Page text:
The source data provided e is missing some data in the age column which is referred to as sparsity. Instead of throwing away such sparse rows entirely, we interpolate it by doing statistical analysis as shown below:

miss_est = train_data[train_data['Name'].str.contains('Miss. ')].Age.mean() master_est = train_data[train_data['Name'].str.contains('Master. ')].Age.mean() mrs_est = train_data[train_data['Name'].str.contains('Mrs. ')].Age.mean() mr_est = train_data[train_data['Name'].str.contains('Mr. ')].Age.mean()

In this example, we can visualize the results of analysis using violin plots. Violin plots are 2-D plots that can represent the distribution of datasets for two types of qualifiers within a dataset. In the plot below, you can see that the violin is split by half and is asymmetric across the vertical axis. In the leftmost violin plot, you can see that most females survived as the peak is high around 1.0 (survival probability) with low variance (less uncertainty of death). Hence, we can conclude that most women in class 1 survived compared to men.

More on data visualization and EDA can be found at: https://refactored.ai/user/rf/notebooks/1/dv.ipynb

**4. Mapping Algorithm to the Dataset**

This stage typically involves problem Identification, modeling, model Validation and Fine Tuning. At this step of the pipeline, we can associate a relevant algorithm(s) based on the nature of the dataset, apply all the relevant algorithms and measure their performance.

Problem identification involves identifying what type of problem are we dealing with such as causal or non-causal (involving time as a feature or not), classification, prediction or anomaly detection. For example, a data containing time as a column is referred to as a time-series dataset, and by identifying it, we can pick a class of time-series algorithms.

Modeling refers to applying Machine Learning models to the the dataset. The models we have built need to be validated for performance. This stage is called as hyperparameter tuning. The first run of mapping algorithms to dataset will contain parameters that fit the model but are not necessarily optimal. To determine the optimal parameters, we need to apply tuning techniques. Commonly used techniques in linear regression involve cross-validation and regularization. You can try an example of applying linear regression to boston housing dataset at: https://refactored.ai/user/rf/notebooks/10/reg-journey.ipynb

**5. Model Building using Machine Learning Algorithms**

It is necessary to build models from scratch when existing algorithms of the standard packages fail. This is when, we refer to literature to build custom machine learning models. More on Machine Learning is on our ML Track: https://refactored.ai/path/machine-learning/

Often we encounter datasets that are linearly inseparable for classification. For linearly separable classes by using an SVM, it is easy to add a hyperplane that classifies the data. However, for linearly inseparable data, a transformation to a higher dimension will help map the data to a linearly separable space. One such cool ways to map the data is by using functions called kernels.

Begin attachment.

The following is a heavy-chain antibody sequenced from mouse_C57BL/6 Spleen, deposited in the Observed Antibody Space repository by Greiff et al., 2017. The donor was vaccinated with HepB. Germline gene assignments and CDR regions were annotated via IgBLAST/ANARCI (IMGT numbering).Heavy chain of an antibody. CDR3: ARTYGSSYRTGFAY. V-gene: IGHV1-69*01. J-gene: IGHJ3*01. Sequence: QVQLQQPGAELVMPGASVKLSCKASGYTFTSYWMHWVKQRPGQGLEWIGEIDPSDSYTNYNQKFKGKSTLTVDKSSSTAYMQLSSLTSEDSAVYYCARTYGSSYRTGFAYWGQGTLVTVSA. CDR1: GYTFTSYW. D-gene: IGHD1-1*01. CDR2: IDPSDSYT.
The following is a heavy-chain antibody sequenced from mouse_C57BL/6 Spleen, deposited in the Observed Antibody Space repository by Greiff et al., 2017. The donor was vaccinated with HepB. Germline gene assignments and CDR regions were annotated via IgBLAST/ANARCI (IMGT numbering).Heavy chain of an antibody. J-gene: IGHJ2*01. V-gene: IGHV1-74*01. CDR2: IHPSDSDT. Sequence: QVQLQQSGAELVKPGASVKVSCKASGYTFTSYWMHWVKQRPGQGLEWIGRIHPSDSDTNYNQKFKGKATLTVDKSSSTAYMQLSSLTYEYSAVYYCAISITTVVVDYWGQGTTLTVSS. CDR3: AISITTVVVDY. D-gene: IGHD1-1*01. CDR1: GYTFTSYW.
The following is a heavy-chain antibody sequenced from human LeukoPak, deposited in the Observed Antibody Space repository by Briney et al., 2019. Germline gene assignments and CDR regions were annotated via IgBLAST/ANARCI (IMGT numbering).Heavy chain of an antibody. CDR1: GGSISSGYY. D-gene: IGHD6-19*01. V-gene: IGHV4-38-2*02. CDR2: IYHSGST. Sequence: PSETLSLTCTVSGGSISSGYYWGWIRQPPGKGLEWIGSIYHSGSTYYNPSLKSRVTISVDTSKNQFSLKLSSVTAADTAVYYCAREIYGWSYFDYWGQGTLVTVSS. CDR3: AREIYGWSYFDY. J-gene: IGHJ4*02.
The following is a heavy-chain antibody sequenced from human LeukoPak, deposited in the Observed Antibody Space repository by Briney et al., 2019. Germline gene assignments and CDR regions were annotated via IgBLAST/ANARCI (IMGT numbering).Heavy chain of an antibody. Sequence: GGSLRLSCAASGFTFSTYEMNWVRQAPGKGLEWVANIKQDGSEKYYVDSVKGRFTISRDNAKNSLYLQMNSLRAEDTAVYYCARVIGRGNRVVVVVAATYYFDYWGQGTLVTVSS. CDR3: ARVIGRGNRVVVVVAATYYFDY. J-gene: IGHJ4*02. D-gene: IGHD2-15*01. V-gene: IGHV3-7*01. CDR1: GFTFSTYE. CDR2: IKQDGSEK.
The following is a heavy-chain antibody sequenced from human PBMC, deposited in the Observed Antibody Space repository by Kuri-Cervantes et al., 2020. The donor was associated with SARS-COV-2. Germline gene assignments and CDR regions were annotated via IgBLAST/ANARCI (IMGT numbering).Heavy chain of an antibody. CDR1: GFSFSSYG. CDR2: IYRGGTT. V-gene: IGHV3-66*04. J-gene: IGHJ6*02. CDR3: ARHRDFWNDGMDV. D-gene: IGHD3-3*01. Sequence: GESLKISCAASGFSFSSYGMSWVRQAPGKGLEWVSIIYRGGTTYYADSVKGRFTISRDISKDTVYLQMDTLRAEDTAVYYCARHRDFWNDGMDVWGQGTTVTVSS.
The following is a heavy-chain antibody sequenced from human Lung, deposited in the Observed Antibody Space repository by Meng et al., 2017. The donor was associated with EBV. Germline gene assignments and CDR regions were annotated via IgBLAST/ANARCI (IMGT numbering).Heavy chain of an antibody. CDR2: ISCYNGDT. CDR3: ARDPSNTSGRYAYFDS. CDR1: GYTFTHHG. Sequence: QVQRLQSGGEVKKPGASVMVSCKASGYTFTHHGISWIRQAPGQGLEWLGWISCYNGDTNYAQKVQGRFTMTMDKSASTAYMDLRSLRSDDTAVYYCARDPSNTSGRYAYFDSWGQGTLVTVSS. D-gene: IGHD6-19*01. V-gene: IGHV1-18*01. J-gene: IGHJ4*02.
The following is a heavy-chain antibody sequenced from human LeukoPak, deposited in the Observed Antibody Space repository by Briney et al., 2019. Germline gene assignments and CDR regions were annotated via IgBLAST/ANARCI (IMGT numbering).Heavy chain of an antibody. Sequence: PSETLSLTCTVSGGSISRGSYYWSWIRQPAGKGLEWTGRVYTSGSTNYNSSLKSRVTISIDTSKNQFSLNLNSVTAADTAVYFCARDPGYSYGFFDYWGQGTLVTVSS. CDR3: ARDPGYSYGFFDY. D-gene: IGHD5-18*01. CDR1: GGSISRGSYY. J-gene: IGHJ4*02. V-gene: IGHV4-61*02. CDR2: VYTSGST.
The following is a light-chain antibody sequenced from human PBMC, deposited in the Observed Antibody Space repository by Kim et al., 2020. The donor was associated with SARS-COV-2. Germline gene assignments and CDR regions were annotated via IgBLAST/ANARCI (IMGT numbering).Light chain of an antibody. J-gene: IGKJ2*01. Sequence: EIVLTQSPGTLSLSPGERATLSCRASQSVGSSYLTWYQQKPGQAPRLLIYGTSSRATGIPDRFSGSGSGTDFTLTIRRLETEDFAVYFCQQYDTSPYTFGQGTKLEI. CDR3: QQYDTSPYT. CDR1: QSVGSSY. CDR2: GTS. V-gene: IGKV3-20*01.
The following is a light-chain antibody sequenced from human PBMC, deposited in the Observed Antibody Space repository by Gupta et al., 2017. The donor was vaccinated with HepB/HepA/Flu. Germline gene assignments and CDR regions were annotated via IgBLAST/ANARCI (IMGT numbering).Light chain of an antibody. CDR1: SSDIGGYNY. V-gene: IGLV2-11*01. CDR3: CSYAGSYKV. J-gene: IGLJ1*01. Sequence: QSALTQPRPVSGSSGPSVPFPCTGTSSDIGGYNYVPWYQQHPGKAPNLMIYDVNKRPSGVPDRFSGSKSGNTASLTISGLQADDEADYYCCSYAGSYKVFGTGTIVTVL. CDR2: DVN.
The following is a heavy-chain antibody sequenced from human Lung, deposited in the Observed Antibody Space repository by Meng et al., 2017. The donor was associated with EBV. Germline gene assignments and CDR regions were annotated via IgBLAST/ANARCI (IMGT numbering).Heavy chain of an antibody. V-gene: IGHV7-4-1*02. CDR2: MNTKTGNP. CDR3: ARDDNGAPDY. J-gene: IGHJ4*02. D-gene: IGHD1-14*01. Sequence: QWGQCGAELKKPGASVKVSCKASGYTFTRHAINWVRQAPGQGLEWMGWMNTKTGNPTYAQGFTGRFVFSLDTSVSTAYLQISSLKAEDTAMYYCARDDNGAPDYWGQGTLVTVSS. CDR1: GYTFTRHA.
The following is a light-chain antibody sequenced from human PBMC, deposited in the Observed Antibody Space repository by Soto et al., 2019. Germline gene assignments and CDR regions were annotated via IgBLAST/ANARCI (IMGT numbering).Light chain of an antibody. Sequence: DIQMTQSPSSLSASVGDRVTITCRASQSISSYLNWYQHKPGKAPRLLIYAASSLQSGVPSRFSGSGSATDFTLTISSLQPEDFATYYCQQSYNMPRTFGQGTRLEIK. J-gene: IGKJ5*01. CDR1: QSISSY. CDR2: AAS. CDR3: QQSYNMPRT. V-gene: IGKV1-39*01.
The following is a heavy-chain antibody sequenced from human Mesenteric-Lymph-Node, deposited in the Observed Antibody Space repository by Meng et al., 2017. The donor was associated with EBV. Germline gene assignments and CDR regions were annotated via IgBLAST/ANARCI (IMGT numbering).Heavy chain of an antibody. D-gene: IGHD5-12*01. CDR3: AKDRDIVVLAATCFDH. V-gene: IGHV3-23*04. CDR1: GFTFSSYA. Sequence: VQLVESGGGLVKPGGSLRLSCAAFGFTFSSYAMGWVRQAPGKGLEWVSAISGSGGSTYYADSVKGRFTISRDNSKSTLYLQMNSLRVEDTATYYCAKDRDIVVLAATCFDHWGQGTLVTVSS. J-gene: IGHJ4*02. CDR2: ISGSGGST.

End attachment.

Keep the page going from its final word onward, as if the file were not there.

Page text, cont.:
Here we shall look at an example in 2-dimensions when mapped to 3-dimensions will help classify the data with a high accuracy.

First, let us create a 2-D circles dataset.

from sklearn.datasets import make_circles from sklearn.svm import SVC from sklearn.metrics import accuracy_score import seaborn as sns; sns.set() import matplotlib.pyplot as plt import numpy as np X, y = make_circles(n_samples=500, random_state=20092017, noise=0.2, factor=0.2) plt.figure(figsize=(8,6)) plt.scatter(X[y==0, 0], X[y==0, 1], color='red', alpha=0.5) plt.scatter(X[y==1, 0], X[y==1, 1], color='blue', alpha=0.5) plt.show()

When we fit a linear support vector machine (SVM) and calculate the accuracy with a linear kernel we arrive at an accuracy of 0.644. However, instead of linear kernel if we apply Radial Basis Foundation (RBF) kernel, the accuracy will go upto to 0.986. We can also apply transformation functions to convert 2d points into 3d points by warping the space as seen in the illustration below.

Z = X[:, 0]**2 + X[:, 1]**2 trans_X = np.c_[X, Z] svm = SVC(C=0.5, kernel='linear') svm.fit(trans_X, y) SVC(C=0.5, cache_size=200, class_weight=None, coef0=0.0, decision_function_shape=None, degree=3, gamma='auto', kernel='linear', max_iter=-1, probability=False, random_state=None, shrinking=True, tol=0.001, verbose=False) y_hat = svm.predict(trans_X)

Understanding and applying Machine Learning needs a thorough understanding of linear algebra and probability. You can learn them through visualizations at:

https://refactored.ai/user/rf/notebooks/10/linear-algebra.ipynb

https://refactored.ai/user/rf/notebooks/10/probability-theory.ipynb

**6. Scaling and Big Data**

The models that perform greatly on small datasets might not do so on large datasets due to the variance present in the dataset. Hence, working with big data and scaling up the algorithms is a challenge. The models are initially validated with small datasets before working with big data. The popular technology stack for working with large datasets are Hadoop and Spark. For prediction on smaller datasets, pandas, sci-kit learn and numpy libraries are used and for large datasets, Spark MLlib is used.

**About Colaberry:**

Colaberry is a data science consulting and training company. Refactroed.ai is a data science learn-by-doing platform created by data scientists, data engineers and machine learning specialist at Colaberry. Contact colaberry at datascience@colaberry.com

**About Authors:**

Ram Katamaraja the founder and CEO of Colaberry and architect of Refactored.ai platform. He can be reached at ram@colaberry.com

Harish Krishnamurthy is chief data scientist at Colaberry and the primary content author of Refactored.ai platform. He can be reached at harish@colaberry.com